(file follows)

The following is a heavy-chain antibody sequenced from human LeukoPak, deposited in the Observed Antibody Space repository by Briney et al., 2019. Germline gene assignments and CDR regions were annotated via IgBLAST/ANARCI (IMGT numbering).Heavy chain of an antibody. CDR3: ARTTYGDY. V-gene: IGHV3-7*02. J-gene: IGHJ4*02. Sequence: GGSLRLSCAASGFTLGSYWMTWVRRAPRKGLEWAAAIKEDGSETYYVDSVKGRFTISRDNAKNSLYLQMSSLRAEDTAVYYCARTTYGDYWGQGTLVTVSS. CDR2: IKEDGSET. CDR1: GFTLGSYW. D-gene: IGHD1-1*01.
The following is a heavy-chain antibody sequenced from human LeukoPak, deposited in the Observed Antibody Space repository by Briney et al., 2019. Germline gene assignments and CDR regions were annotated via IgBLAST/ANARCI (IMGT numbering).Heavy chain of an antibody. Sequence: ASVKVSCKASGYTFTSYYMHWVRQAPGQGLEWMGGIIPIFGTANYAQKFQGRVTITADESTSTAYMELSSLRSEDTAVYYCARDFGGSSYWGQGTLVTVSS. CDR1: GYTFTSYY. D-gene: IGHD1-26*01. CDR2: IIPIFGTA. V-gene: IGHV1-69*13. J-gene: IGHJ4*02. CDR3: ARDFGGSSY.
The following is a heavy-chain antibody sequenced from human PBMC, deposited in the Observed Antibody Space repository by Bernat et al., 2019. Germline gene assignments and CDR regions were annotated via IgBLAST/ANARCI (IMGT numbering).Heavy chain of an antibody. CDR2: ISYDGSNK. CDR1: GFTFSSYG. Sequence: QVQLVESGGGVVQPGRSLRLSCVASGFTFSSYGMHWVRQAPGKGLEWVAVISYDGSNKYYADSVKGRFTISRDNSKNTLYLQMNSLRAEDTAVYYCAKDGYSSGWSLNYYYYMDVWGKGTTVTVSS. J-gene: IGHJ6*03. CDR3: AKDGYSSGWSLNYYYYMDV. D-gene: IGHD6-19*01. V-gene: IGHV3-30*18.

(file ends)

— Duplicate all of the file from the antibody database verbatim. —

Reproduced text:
The following is a heavy-chain antibody sequenced from human LeukoPak, deposited in the Observed Antibody Space repository by Briney et al., 2019. Germline gene assignments and CDR regions were annotated via IgBLAST/ANARCI (IMGT numbering).Heavy chain of an antibody. CDR3: ARTTYGDY. V-gene: IGHV3-7*02. J-gene: IGHJ4*02. Sequence: GGSLRLSCAASGFTLGSYWMTWVRRAPRKGLEWAAAIKEDGSETYYVDSVKGRFTISRDNAKNSLYLQMSSLRAEDTAVYYCARTTYGDYWGQGTLVTVSS. CDR2: IKEDGSET. CDR1: GFTLGSYW. D-gene: IGHD1-1*01.
The following is a heavy-chain antibody sequenced from human LeukoPak, deposited in the Observed Antibody Space repository by Briney et al., 2019. Germline gene assignments and CDR regions were annotated via IgBLAST/ANARCI (IMGT numbering).Heavy chain of an antibody. Sequence: ASVKVSCKASGYTFTSYYMHWVRQAPGQGLEWMGGIIPIFGTANYAQKFQGRVTITADESTSTAYMELSSLRSEDTAVYYCARDFGGSSYWGQGTLVTVSS. CDR1: GYTFTSYY. D-gene: IGHD1-26*01. CDR2: IIPIFGTA. V-gene: IGHV1-69*13. J-gene: IGHJ4*02. CDR3: ARDFGGSSY.
The following is a heavy-chain antibody sequenced from human PBMC, deposited in the Observed Antibody Space repository by Bernat et al., 2019. Germline gene assignments and CDR regions were annotated via IgBLAST/ANARCI (IMGT numbering).Heavy chain of an antibody. CDR2: ISYDGSNK. CDR1: GFTFSSYG. Sequence: QVQLVESGGGVVQPGRSLRLSCVASGFTFSSYGMHWVRQAPGKGLEWVAVISYDGSNKYYADSVKGRFTISRDNSKNTLYLQMNSLRAEDTAVYYCAKDGYSSGWSLNYYYYMDVWGKGTTVTVSS. J-gene: IGHJ6*03. CDR3: AKDGYSSGWSLNYYYYMDV. D-gene: IGHD6-19*01. V-gene: IGHV3-30*18.